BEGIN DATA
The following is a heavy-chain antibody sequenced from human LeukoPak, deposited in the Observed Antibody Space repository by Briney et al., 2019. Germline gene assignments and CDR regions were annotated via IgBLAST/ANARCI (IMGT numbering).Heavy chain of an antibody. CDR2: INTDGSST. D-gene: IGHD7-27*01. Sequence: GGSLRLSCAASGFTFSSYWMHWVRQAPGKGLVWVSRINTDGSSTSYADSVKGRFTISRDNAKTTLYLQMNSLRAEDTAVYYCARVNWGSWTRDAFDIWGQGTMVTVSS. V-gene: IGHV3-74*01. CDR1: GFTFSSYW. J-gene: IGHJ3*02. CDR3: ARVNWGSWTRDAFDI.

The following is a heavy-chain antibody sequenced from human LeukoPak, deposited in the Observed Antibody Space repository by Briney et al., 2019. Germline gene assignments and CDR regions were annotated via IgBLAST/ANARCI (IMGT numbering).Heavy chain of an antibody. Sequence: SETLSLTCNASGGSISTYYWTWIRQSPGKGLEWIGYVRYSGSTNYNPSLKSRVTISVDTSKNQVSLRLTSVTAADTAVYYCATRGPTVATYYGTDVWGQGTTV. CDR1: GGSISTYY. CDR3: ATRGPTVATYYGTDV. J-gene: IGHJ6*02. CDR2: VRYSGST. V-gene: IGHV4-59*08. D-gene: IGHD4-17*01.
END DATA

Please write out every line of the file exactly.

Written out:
The following is a heavy-chain antibody sequenced from human LeukoPak, deposited in the Observed Antibody Space repository by Briney et al., 2019. Germline gene assignments and CDR regions were annotated via IgBLAST/ANARCI (IMGT numbering).Heavy chain of an antibody. CDR2: INTDGSST. D-gene: IGHD7-27*01. Sequence: GGSLRLSCAASGFTFSSYWMHWVRQAPGKGLVWVSRINTDGSSTSYADSVKGRFTISRDNAKTTLYLQMNSLRAEDTAVYYCARVNWGSWTRDAFDIWGQGTMVTVSS. V-gene: IGHV3-74*01. CDR1: GFTFSSYW. J-gene: IGHJ3*02. CDR3: ARVNWGSWTRDAFDI.

The following is a heavy-chain antibody sequenced from human LeukoPak, deposited in the Observed Antibody Space repository by Briney et al., 2019. Germline gene assignments and CDR regions were annotated via IgBLAST/ANARCI (IMGT numbering).Heavy chain of an antibody. Sequence: SETLSLTCNASGGSISTYYWTWIRQSPGKGLEWIGYVRYSGSTNYNPSLKSRVTISVDTSKNQVSLRLTSVTAADTAVYYCATRGPTVATYYGTDVWGQGTTV. CDR1: GGSISTYY. CDR3: ATRGPTVATYYGTDV. J-gene: IGHJ6*02. CDR2: VRYSGST. V-gene: IGHV4-59*08. D-gene: IGHD4-17*01.